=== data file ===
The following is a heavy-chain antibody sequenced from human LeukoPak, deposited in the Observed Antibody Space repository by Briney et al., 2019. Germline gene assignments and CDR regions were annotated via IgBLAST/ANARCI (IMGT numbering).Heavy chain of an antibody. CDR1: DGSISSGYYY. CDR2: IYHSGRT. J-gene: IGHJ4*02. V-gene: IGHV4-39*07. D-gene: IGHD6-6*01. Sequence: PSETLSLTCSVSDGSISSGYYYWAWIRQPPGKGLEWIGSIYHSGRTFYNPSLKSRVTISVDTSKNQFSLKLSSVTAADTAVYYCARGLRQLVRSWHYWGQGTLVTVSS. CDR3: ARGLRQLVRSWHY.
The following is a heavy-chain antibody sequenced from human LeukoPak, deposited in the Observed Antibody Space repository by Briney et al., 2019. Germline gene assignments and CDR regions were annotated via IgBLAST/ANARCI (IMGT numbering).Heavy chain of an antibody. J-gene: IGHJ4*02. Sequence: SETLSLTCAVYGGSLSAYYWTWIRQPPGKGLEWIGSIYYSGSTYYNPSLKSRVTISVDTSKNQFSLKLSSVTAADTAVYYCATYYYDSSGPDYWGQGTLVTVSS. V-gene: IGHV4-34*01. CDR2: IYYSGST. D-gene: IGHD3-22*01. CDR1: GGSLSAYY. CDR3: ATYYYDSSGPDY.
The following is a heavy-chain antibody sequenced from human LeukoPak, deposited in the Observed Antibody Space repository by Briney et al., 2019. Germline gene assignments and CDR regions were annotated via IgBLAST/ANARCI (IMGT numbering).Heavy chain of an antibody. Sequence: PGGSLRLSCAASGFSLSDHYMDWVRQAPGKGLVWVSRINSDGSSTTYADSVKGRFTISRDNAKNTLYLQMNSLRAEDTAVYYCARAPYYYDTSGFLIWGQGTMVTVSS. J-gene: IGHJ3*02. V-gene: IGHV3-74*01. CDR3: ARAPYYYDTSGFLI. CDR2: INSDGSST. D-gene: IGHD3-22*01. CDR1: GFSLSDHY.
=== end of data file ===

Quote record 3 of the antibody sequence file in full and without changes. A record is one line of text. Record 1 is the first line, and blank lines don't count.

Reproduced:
The following is a heavy-chain antibody sequenced from human LeukoPak, deposited in the Observed Antibody Space repository by Briney et al., 2019. Germline gene assignments and CDR regions were annotated via IgBLAST/ANARCI (IMGT numbering).Heavy chain of an antibody. Sequence: PGGSLRLSCAASGFSLSDHYMDWVRQAPGKGLVWVSRINSDGSSTTYADSVKGRFTISRDNAKNTLYLQMNSLRAEDTAVYYCARAPYYYDTSGFLIWGQGTMVTVSS. J-gene: IGHJ3*02. V-gene: IGHV3-74*01. CDR3: ARAPYYYDTSGFLI. CDR2: INSDGSST. D-gene: IGHD3-22*01. CDR1: GFSLSDHY.